The odds have been released for Super Bowl LIII, and once again the New England Patriots have been installed as the comfortable favourites with the bookmakers.
Tom Brady’s outfit are available at around 10/13 with some books, and the handicap line has been set at -2.5 points at around the even money mark.
All of which mans that their opponents, the Los Angeles Rams, are something of an underdog at a best price of 6/5.
The pair will lock horns after needing overtime to see off their respective play-off opponents: the Patriots eventually defeating Kansas City, and the Rams getting home by three points over the New Orleans Saints.
This will be the New England franchise’s third consecutive Super Bowl game, while you’ll need to head back to the twentieth century for the last time the Rams – known as St Louis back in the day – got their hands on the famous trophy.
Victory would take the Patriots to their third Super Bowl title in the space of five years, which would create a legacy up there with the great Pittsburgh Steelers sides of the seventies and noughties.
They weren’t necessarily at their best during the regular campaign; tasting defeat on five separate occasions, and they hardly smashed their way through the Conference play-offs either.
The Rams, a 20/1 shot prior to a ball being thrown this season, won all their divisional matches and returned a Conference win-loss record of 9-3, so they will surely be up for the task.
Whichever way you bet on Super Bowl LIII, you will be in good company. The stats show that more than $158 million was wagered on last year’s edition of the ‘Greatest Show On Earth’, and with sports betting now legalized in many more states the record could be blown to smithereens!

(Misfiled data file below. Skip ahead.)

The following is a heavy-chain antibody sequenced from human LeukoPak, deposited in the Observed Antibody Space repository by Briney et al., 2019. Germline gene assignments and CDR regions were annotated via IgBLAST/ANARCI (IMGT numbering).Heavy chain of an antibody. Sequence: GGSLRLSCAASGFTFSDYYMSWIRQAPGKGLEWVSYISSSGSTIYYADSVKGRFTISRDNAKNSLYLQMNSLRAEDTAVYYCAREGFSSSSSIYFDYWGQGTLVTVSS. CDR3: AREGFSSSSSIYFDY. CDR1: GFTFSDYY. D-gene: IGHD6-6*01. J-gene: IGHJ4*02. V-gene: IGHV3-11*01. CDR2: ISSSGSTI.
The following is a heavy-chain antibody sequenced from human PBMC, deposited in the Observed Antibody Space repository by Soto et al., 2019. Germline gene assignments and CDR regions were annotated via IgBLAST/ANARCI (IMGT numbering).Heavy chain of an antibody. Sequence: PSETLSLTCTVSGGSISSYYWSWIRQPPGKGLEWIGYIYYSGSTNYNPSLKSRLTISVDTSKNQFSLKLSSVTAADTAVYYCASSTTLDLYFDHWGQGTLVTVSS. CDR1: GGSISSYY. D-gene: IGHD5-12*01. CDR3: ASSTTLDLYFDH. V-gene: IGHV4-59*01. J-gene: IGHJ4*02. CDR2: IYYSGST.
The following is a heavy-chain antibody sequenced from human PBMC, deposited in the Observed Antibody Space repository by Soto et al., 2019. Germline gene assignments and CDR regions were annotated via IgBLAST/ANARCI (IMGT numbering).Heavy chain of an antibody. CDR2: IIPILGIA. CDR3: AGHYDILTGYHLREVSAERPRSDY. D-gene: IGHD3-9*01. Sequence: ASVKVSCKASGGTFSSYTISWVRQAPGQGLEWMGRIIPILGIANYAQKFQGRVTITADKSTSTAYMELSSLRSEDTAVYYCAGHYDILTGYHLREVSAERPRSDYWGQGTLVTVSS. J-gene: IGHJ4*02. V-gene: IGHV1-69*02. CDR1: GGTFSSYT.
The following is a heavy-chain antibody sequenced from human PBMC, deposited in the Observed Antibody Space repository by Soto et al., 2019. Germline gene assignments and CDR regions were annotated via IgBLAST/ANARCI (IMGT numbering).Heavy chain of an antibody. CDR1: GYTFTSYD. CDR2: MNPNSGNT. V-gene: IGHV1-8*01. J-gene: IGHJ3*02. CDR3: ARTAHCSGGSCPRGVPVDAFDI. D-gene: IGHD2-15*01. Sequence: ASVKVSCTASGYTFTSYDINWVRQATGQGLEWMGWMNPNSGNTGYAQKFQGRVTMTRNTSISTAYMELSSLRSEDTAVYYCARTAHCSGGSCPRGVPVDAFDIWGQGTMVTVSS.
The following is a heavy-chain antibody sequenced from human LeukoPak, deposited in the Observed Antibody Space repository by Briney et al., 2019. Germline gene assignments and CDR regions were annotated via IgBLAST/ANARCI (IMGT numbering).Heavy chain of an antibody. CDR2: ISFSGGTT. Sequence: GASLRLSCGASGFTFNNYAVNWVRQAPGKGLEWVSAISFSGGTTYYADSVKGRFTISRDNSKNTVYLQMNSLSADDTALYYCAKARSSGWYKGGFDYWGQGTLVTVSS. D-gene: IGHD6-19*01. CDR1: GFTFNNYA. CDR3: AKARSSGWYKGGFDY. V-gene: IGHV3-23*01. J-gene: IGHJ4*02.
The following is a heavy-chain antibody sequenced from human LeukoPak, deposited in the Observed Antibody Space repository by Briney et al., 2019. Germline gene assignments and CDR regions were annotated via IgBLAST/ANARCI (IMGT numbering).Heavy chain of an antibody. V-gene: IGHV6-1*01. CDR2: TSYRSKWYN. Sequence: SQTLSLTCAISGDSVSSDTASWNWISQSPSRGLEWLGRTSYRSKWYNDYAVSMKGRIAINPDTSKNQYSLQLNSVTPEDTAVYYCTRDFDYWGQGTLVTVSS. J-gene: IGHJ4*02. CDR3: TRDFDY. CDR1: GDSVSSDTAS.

Most of the money will go on the Patriots of course, but many punters will surely have bad memories of their shocking defeat in last year’s flagship encounter….
Eagles Soar as Patriots Lose Their Pride
In last year’s Super Bowl, the Philadelphia Eagles were the longest-odds underdog in the best part of a decade, with the bookies opening up a 6.5 point handicap line in favour of the Patriots.
Those who stayed up late to watch the game may just recall the Eagles throwing the formbook to the wind, opening up a 9-3 lead after the first quarter and maintaining the gap with a 22-12 margin at half time.
As Justin Timberlake warbled his way through the half-time show, there was a general sense of disbelief in the stands; not at how bad Britney Spears’ former squeeze performed, but in just how good the Eagles had been.
The Patriots got back into the game with a 14-7 victory in the third quarter to reduce the gap to just three points, but rather than wilting under the pressure the Eagles soared: Nick Foles delivering the touchdown pass to Zach Ertz late into the second period to wrap up a 41-33 triumph.
The favourites were downed, and the Eagles had won their first ever Super Bowl. It maintained a fine tradition of the betting underdog having their day in the sun.
Jets Take Off in Greatest Super Bowl Shock of All Time